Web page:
A global expansion can be a risky and complex endeavor....
The number of organizations using a fully remote interview process has ballooned since the beginning of the COVID-19 pandemic. The use of video interviews increased by 67% nearly overnight, and the practice is likely here to stay. Nearly 60% of recruiters and hiring managers now report relying on video technology as part of their talent procurement strategies.
Implementing video interviews in recruitment can expand traditional talent pools while making the hiring process safer and more efficient. In fact, today’s applicants often assume this to be the primary interview method, especially when hiring for entirely remote positions. Although video interviews do offer significant benefits, a remote interview process is a different experience from traditional in-person interviews, for both recruiters and applicants, and it can be hard to get to know someone through a screen. Follow these tips for conducting video interviews to ensure better results for your hiring team, and a better interview experience for prospective employees.
With interviewees coming from different countries and time zones, it’s especially important to communicate dates and times for your remote interviews. When confirming interview times, state it in multiple time zones (for example 11 am PST / 12 pm MST / 2 pm EST) to minimize any possible confusion. Send along any necessary information, like a login link, to ensure candidates can set up the video technology platform before the interview starts and mitigate any technical hiccups. Encouraging candidates to pre-test their technology beforehand will help ensure your remote interview process goes smoothly and efficiently.
It is also a good idea to set expectations around video use: make it clear to interviewees that they should be prepared to be on camera and avoid assuming that all candidates will automatically know this. Inform them that video interviews are an essential part of the hiring process to avoid any surprises.
How and where you conduct your video interview can go a long way in creating a positive first impression of your organization and your values. A well-lit, organized room where you will be distraction-free during the interview process will convey professionalism and keep your interviews focused.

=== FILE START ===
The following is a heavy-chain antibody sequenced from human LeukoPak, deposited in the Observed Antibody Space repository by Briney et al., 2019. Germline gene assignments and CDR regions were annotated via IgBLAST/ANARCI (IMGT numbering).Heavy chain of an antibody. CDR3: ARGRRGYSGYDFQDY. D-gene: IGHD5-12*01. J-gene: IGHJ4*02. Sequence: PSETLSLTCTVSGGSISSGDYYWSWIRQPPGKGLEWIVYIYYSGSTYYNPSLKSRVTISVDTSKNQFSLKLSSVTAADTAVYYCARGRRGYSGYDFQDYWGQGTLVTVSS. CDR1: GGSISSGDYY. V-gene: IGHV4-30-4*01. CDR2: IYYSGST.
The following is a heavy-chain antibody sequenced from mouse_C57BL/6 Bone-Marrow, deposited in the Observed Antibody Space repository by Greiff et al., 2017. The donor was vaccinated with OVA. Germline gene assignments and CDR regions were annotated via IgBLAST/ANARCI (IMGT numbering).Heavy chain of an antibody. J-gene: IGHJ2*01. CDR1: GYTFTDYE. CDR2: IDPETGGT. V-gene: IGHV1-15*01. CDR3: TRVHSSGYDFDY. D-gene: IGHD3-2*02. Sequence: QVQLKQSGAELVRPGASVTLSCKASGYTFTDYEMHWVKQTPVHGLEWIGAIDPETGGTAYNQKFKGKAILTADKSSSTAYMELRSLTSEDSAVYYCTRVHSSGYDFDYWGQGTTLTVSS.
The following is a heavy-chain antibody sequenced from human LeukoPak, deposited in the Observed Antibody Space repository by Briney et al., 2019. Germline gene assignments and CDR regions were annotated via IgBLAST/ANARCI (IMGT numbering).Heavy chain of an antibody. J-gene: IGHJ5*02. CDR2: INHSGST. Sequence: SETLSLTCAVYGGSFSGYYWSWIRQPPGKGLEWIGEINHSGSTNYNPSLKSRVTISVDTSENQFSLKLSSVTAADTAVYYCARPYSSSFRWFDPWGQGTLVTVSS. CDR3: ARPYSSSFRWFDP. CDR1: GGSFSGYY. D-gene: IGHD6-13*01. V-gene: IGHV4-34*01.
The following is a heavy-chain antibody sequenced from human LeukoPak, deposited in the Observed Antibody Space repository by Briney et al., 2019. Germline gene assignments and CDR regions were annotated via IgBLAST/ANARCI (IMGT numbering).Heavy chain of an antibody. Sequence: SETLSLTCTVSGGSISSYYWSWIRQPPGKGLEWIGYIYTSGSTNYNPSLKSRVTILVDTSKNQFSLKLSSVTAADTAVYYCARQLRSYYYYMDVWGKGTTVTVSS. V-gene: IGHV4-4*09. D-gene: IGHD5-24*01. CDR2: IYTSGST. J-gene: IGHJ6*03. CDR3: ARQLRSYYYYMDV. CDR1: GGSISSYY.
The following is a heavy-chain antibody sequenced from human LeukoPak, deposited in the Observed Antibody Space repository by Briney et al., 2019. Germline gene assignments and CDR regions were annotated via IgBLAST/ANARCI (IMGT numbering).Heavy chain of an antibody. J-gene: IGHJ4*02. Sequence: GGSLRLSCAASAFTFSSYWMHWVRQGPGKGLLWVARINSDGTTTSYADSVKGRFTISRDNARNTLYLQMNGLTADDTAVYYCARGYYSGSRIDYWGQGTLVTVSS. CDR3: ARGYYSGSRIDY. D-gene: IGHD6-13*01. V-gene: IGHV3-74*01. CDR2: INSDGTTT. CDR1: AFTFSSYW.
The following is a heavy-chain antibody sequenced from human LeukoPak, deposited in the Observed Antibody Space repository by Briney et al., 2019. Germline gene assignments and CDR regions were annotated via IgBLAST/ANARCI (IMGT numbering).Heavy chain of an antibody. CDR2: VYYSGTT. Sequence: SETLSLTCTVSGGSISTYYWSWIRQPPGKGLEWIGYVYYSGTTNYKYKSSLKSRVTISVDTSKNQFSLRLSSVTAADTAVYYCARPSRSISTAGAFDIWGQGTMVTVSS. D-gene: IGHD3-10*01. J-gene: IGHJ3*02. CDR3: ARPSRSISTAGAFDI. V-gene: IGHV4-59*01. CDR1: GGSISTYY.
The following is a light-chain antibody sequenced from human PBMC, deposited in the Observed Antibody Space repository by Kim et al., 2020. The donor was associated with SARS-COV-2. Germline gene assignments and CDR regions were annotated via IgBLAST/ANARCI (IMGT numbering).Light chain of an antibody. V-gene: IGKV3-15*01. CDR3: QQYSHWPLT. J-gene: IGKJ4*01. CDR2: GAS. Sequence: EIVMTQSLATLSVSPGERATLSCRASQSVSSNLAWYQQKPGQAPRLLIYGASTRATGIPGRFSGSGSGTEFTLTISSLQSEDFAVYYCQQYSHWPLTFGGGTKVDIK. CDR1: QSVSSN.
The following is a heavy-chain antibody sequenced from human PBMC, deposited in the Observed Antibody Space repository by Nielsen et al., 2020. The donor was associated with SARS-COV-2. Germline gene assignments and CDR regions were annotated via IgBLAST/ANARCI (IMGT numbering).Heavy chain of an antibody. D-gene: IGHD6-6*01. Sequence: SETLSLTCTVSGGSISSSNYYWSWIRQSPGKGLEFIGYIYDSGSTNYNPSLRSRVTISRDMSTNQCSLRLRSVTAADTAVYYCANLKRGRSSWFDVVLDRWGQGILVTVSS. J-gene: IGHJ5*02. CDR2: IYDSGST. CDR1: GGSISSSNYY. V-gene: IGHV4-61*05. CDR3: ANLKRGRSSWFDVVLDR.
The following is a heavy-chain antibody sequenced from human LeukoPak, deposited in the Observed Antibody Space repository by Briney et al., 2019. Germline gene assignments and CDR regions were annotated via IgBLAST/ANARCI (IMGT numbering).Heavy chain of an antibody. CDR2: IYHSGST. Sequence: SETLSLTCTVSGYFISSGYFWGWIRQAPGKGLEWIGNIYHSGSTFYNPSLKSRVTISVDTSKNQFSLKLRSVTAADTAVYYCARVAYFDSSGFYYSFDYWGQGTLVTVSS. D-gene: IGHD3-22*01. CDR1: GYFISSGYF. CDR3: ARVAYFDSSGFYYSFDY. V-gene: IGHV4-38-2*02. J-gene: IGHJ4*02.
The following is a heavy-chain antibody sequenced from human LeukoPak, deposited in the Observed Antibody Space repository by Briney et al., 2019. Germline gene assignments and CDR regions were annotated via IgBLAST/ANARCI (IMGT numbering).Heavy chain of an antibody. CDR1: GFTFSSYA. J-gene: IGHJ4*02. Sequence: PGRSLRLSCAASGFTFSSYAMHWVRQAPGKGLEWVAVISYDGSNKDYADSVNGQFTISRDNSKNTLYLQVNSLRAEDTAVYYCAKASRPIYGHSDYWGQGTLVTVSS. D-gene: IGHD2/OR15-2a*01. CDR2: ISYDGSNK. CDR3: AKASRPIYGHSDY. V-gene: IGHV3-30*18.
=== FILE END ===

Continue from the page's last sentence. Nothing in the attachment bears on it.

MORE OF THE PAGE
Refining your setting will help your interviews feel as professional as they should be. Video interviews can seem more casual than in-person interviews, but by picking the right environment—whether that is in your home or an office—along with minimizing distractions and dressing appropriately, you can set the right tone between you and your applicants. Separated by distance and by screens, it can be easy for your focus to drift. Turn off your phone and computer notifications and minimize other windows to help keep your full attention on your applicant, just as is expected during in-person interviews.
Job interviews are nerve-wracking already, and new technology and processes can increase those nerves for candidates not familiar with the nuances of video interviews. Recruiters and hiring managers can mitigate this by reducing uncertainty. Let each candidate know what to expect at each step of the interview process, and be sure to include who will be participating in the interviews. Coming into a surprise four-person panel interview likely won’t inspire the best performance out of your candidates.
Recruiters should get comfortable with conducting a video interview as well. Internal teams can practice with mock interviews to refine interviewer behavior, prepare for potential troubleshooting, and address any questions about cultural differences.
You can also address any uncertainty from candidates about the role and the organization by coming prepared with a thorough summary. Be ready to talk about the company’s short and long term priorities, recent accomplishments, work culture, perks, and any other information that will help applicants understand what daily work life looks like in your organization.
Arguably the most challenging aspect of using remote interviews for talent recruitment is getting a grasp of a candidate’s more intangible qualities: their demeanor, sense of humor, and other factors that are crucial to determining a candidate’s fit among your team and organizational culture.
Recruiters can add informal “icebreaker” sessions to get to know candidates that may also provide a better understanding of team dynamics. Informal interviews with team members can follow initial interviews to help further assess applicant competencies.
Body language is harder to pick up on while video conferencing, but it is another important consideration during the remote interview process. Sit up straight to display that you are listening and engaged, and look into the camera to make eye contact and forge a connection with applicants. Try minimizing your self-view window to help you keep your focus on the candidate and not yourself.
Finally, don’t let the physical separation of video interviews prevent you from extending courtesy to all of your applicants. Thank them for their time and conclude each interview by setting the expectation for next steps. Whether that is scheduling another interview or confirming when they will hear back about your hiring decision, make sure to communicate that your applicants’ time is valued. Having applicants leave with a positive impression of you and your organization will continue to serve you well as you build out your remote talent pool.
Are you looking for more resources to help you build an increasingly distributed workforce? Download our whitepaper, Managing Your Virtual Workforce, to learn more about successfully navigating the world of remote and flexible work arrangements.
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